Hey, Grand County, when it comes to guns, don’t vote half-cocked
Half-cocked: There’s a term that accurately describes the vast majority of cases when guns and politics mix. This election is no exception.
I just read that Coloradans, who this year shoulder the privilege and curse of living in a “battle ground” state with a hotly contested Senate election to boot, are about to be bombarded by a highly disingenuous anti-Obama ad courtesy of the reliably hyperbolic National Rifle Association.
Whoa. Holster that sidearm, pardner.
Before I wade any further into these deep waters, I should mention that I am not merely a gun owner ” I shoot guns regularly and have since I shouldered my first .22 as a child. Heck, my father, bless him, decided to become an NRA pistol instructor recently.
Nor am I endorsing any particular candidate.
There, those disclaimers out of the way, perhaps I won’t have to augment my wardrobe with a Kevlar vest.
Anyway, as I was saying, guns and politics make for an unstable concoction. The aforementioned NRA ad purportedly claims that Barack Obama, while a member of the Illinois Legislature, voted four times against Americans’ right to self-defense with a firearm.
According to Newsweek, that’s a bunch of hooey. What Obama voted for was a state law saying that local governments have the right to enforce their gun laws even when defendants can prove they acted in self-defense.
Make what you will of the law and Obama’s vote; it scarcely constitutes an abhorrent abridgment of our Second Amendment rights.
Nevertheless, I expect this ad to have long legs in Colorado. Not a day goes by that I don’t read a quote by a voter saying he’s casting his ballot for so-and-so because he wants to keep his guns.
Huh? I guess I missed those candidates who are promising to take them away.
On the other hand, you’d have to have been living in a sensory deprivation chamber not to have noticed the candidates who stridently advocate gun rights.
Some of them have dispatched with all subtlety. They merely proclaim, repeatedly: “I am in favor of guns.”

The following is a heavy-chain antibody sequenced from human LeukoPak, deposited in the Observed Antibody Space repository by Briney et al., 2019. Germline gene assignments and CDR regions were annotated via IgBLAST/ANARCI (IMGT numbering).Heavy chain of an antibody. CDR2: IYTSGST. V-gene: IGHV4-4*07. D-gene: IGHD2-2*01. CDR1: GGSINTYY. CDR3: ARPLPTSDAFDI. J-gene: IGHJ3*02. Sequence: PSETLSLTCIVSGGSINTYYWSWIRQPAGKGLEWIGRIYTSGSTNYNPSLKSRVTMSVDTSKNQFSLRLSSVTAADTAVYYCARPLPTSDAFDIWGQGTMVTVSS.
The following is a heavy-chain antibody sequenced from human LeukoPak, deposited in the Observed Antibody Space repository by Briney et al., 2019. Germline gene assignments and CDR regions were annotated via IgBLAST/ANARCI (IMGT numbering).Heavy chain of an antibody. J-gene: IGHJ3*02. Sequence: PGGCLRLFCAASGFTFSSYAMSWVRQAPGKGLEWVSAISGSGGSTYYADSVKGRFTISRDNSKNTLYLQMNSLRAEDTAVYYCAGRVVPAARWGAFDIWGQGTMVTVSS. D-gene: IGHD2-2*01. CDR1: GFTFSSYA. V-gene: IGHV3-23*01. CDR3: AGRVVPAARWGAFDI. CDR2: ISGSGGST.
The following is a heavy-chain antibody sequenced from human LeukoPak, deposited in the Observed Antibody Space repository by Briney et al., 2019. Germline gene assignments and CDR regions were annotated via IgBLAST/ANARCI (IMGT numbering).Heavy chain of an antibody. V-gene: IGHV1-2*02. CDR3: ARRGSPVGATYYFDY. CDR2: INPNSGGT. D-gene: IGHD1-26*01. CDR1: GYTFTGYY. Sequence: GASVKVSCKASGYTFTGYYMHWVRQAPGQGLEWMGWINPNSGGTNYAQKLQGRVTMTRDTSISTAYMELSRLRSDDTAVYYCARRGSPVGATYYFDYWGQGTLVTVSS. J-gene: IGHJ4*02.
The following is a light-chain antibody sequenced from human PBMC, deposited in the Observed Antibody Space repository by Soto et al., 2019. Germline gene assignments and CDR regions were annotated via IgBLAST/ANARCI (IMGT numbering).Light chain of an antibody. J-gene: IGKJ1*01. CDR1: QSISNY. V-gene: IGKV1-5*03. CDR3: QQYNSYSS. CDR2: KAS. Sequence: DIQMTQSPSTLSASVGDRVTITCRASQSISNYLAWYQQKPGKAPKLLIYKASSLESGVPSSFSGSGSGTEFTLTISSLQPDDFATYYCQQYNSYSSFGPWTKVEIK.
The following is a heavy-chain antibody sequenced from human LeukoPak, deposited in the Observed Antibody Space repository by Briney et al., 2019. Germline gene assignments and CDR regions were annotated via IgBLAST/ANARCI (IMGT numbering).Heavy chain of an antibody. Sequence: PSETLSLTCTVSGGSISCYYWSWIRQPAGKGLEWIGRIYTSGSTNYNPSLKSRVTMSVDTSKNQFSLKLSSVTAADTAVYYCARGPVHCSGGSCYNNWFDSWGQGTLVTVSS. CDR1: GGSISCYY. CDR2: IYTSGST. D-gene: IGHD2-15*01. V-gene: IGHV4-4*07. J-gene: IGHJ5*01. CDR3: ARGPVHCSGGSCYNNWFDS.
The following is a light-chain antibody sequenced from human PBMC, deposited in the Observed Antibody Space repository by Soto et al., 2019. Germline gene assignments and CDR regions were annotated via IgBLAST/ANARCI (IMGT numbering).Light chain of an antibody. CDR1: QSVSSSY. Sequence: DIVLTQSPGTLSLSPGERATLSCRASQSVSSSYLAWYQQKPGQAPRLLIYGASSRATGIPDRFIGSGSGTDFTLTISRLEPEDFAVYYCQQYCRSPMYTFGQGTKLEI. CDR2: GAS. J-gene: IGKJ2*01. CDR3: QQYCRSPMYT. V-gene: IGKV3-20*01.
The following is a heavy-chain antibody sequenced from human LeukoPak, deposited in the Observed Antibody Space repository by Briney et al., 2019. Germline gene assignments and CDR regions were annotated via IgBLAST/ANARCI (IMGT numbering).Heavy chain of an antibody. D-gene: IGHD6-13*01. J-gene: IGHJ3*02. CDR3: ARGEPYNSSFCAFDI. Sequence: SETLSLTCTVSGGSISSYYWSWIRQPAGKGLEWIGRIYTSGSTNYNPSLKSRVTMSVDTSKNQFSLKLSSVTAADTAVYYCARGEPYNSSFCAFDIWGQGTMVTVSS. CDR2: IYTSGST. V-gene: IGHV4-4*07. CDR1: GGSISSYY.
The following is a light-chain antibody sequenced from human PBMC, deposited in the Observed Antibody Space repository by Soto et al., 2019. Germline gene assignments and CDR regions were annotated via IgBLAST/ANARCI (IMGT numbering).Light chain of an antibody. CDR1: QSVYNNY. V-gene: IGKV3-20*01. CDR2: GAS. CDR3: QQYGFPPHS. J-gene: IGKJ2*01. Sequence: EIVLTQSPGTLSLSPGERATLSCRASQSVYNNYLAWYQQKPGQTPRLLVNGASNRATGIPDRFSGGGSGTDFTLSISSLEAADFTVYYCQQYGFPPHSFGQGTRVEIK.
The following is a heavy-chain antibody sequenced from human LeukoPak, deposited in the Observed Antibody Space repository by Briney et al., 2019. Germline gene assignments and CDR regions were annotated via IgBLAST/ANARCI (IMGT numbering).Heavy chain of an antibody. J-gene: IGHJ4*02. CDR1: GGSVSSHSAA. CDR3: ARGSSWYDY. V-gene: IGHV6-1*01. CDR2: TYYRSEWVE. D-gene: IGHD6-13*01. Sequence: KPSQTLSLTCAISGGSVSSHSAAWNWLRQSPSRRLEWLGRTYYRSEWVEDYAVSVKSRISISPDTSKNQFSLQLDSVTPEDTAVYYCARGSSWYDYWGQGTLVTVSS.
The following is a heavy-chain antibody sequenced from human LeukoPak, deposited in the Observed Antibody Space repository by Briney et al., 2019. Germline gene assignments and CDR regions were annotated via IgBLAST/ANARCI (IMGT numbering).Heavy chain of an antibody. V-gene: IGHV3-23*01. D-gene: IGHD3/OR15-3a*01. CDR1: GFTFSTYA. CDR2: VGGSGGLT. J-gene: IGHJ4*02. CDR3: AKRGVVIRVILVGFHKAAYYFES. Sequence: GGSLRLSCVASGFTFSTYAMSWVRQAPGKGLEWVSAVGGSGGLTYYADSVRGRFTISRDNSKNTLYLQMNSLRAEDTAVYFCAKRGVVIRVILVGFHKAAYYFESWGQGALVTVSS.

Such unbridled sophistication notwithstanding, if I were running for office in the West anywhere outside places such as Denver or the People’s Republic of Boulder, I would just promise voters a gun in every (crack) pot and be done with it.
But then, the gun rights issue is among those guaranteed to cause some politicians and voters to take leave of their senses and start stockpiling for the apocalypse.
Cold dead fingers and all that aside, I just can’t get worked up about it.
That’s because, from a practical standpoint, gun ownership in America is pretty well enshrined, regardless of who gets elected or which party is in power. A U.S. Supreme Court ruling earlier this year, widely regarded by legal scholars as the most incisive interpretation ever of the Second Amendment, ought to have made that clear.
And silly me, I’m under the impression we have far more important issues to worry about.
Besides, to my knowledge not one U.S. gun law ever adopted has actually attempted to take away people’s guns. They simply proscribe their use, storage and future acquisitions.
Speaking of which, here’s a hot investment tip: If Obama gets elected and Democrats control Congress, both of which appear likely, get ye to your gun supply outlet and buy all the high-capacity weapons and ammunition clips you can afford.
Left unchecked, the Democrats are almost certain to re-enact the so-called assault weapons ban (did I say something about half-cocked?), which means that the items above will be worth their weight in gold.
In the meantime, here’s a parting shot: To paraphrase Thomas Jefferson, if you vote for candidates solely because of their stance on guns, you’ll get the government you deserve.
” Drew Munro is news editor of the Sky-Hi Daily News. He can be reached at 887-3334 ext. 19610 or firstname.lastname@example.org.
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